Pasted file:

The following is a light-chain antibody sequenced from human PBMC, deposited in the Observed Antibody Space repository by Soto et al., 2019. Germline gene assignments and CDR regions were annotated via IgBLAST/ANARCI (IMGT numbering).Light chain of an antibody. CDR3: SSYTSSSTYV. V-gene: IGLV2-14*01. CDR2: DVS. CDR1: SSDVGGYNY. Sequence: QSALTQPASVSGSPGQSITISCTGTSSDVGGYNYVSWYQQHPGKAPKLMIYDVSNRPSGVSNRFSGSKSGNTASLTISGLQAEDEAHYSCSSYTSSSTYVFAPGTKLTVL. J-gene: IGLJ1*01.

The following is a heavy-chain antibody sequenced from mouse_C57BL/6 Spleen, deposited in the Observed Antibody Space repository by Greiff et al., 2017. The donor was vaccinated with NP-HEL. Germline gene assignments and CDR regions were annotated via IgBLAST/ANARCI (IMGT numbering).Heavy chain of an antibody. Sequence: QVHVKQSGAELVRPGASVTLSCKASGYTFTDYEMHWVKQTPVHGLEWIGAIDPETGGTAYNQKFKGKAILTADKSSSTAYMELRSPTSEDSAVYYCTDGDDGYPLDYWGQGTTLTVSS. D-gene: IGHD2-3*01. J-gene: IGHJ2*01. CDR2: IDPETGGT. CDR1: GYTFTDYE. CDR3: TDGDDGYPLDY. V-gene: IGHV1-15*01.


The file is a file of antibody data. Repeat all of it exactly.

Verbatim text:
The following is a light-chain antibody sequenced from human PBMC, deposited in the Observed Antibody Space repository by Soto et al., 2019. Germline gene assignments and CDR regions were annotated via IgBLAST/ANARCI (IMGT numbering).Light chain of an antibody. CDR3: SSYTSSSTYV. V-gene: IGLV2-14*01. CDR2: DVS. CDR1: SSDVGGYNY. Sequence: QSALTQPASVSGSPGQSITISCTGTSSDVGGYNYVSWYQQHPGKAPKLMIYDVSNRPSGVSNRFSGSKSGNTASLTISGLQAEDEAHYSCSSYTSSSTYVFAPGTKLTVL. J-gene: IGLJ1*01.

The following is a heavy-chain antibody sequenced from mouse_C57BL/6 Spleen, deposited in the Observed Antibody Space repository by Greiff et al., 2017. The donor was vaccinated with NP-HEL. Germline gene assignments and CDR regions were annotated via IgBLAST/ANARCI (IMGT numbering).Heavy chain of an antibody. Sequence: QVHVKQSGAELVRPGASVTLSCKASGYTFTDYEMHWVKQTPVHGLEWIGAIDPETGGTAYNQKFKGKAILTADKSSSTAYMELRSPTSEDSAVYYCTDGDDGYPLDYWGQGTTLTVSS. D-gene: IGHD2-3*01. J-gene: IGHJ2*01. CDR2: IDPETGGT. CDR1: GYTFTDYE. CDR3: TDGDDGYPLDY. V-gene: IGHV1-15*01.